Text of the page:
J. Patrick Dobel
University of Washington - Daniel J. Evans School of Public Policy & Governance
February 15, 2012
The Foundations of Organizational Evil, 2012. ed. Carole Jurkiewicz, M. E. Sharpe, 124-142.
Religious experience lies at the core of the human journey for many people. Individuals discover meaning and direction through an experience that they believe links them to a truth or presence that lies beyond the boundaries of nature. The experience of the holy divides the world into sacred and profane. This division can become the foundation of notions of good and evil that drive organizations. At this point notions of good and evil grounded in holiness transcend the secular and traditional understanding of evil as the infliction of harm on innocent people, beings and the world. The division of the world between sacred and profane and believers and nonbelievers also impacts the notion of state and religion where the two exist as separate but related estates. Evil as a concept unites worldly wrong with spiritual transgression, and the privilege to define it carries immense organizational and political import for the idea of organizational evil.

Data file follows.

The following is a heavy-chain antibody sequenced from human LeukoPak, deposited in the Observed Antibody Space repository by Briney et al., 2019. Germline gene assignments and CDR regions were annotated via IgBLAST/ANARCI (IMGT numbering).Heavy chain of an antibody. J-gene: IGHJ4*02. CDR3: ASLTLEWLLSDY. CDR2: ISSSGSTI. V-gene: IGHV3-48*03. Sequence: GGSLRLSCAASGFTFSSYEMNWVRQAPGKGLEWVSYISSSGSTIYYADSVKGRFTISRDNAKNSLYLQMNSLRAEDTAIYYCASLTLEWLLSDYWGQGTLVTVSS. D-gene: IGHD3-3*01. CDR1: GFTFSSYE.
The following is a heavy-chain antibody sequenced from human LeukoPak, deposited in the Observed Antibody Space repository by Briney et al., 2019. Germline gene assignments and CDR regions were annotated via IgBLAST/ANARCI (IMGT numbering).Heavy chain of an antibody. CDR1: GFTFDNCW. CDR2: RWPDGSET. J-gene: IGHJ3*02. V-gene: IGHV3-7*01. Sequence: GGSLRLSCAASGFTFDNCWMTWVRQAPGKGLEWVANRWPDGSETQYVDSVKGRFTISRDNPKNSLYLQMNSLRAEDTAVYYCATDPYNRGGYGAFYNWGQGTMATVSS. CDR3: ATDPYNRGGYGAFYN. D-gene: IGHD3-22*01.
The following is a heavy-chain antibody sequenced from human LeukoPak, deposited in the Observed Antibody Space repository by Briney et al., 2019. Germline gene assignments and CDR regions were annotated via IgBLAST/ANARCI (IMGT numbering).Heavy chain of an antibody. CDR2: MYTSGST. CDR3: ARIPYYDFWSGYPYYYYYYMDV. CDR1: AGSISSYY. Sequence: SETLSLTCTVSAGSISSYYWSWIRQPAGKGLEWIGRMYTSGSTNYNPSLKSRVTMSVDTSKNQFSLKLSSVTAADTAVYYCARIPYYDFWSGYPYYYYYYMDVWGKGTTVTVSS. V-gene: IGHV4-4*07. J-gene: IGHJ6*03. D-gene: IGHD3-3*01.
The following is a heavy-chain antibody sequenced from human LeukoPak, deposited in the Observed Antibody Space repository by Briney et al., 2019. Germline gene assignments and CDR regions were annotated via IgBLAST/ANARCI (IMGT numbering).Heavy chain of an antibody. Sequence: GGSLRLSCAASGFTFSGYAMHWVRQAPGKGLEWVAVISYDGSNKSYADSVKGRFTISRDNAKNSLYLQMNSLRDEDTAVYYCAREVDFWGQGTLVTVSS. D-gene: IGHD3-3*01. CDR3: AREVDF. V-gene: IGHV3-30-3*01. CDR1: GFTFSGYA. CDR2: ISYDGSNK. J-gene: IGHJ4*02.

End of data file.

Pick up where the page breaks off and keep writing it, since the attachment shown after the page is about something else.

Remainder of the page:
When the holy domain bonds with organizational governing, this bond transforms law and authority. To violate a law not only becomes disobedience, but a sin. To disrespect the state not only becomes disrespect, but a sacrilege. To disagree not only becomes dissent, but blasphemy. Clerics and government apply different rules to people and places that fall outside the halo of their divine institutions. Drawing upon etymology, social psychology and organizational culture and history, the paper examines how religiously formed meaning profoundly influences the capacity of people and organizations to do evil. The paper maps out the internal moral and religious logic of organizations that are anchored in the experience of holiness for their legitimacy. The role of clerics becomes extremely important since they become the group that stabilizes the relationship with the divine source and uses ritual and interpretation to control the direction of organizations and define the nature of good and evil for its members. The organizational logic illuminates how holy organizations both control definitions of evil in the world and helps their members evade indictment as evil by annulling such external claims in their internal moral world.
Number of Pages in PDF File: 21
Keywords: political ethics, organizational theory, organizational evil, etymology of holy, holiness & politics, legitimacy, responsibility
Date posted: September 18, 2011 ; Last revised: April 3, 2012
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